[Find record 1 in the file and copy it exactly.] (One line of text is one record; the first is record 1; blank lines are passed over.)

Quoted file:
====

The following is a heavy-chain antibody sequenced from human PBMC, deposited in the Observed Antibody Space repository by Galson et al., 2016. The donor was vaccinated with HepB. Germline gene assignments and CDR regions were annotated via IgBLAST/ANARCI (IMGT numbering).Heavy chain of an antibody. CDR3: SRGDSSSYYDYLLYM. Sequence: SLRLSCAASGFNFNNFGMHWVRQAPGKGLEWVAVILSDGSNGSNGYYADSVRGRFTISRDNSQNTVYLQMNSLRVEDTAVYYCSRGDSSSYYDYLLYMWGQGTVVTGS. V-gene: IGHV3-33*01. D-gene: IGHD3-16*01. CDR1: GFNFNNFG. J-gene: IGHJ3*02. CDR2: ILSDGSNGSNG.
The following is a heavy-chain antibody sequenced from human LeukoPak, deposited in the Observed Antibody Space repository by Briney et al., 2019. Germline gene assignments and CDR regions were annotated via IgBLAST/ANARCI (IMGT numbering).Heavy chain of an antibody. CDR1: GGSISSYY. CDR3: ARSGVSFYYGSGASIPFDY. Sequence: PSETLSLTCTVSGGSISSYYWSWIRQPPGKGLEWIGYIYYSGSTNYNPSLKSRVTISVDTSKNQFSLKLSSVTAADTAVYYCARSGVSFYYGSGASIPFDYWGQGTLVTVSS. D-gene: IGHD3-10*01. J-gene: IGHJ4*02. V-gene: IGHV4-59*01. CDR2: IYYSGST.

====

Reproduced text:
The following is a heavy-chain antibody sequenced from human PBMC, deposited in the Observed Antibody Space repository by Galson et al., 2016. The donor was vaccinated with HepB. Germline gene assignments and CDR regions were annotated via IgBLAST/ANARCI (IMGT numbering).Heavy chain of an antibody. CDR3: SRGDSSSYYDYLLYM. Sequence: SLRLSCAASGFNFNNFGMHWVRQAPGKGLEWVAVILSDGSNGSNGYYADSVRGRFTISRDNSQNTVYLQMNSLRVEDTAVYYCSRGDSSSYYDYLLYMWGQGTVVTGS. V-gene: IGHV3-33*01. D-gene: IGHD3-16*01. CDR1: GFNFNNFG. J-gene: IGHJ3*02. CDR2: ILSDGSNGSNG.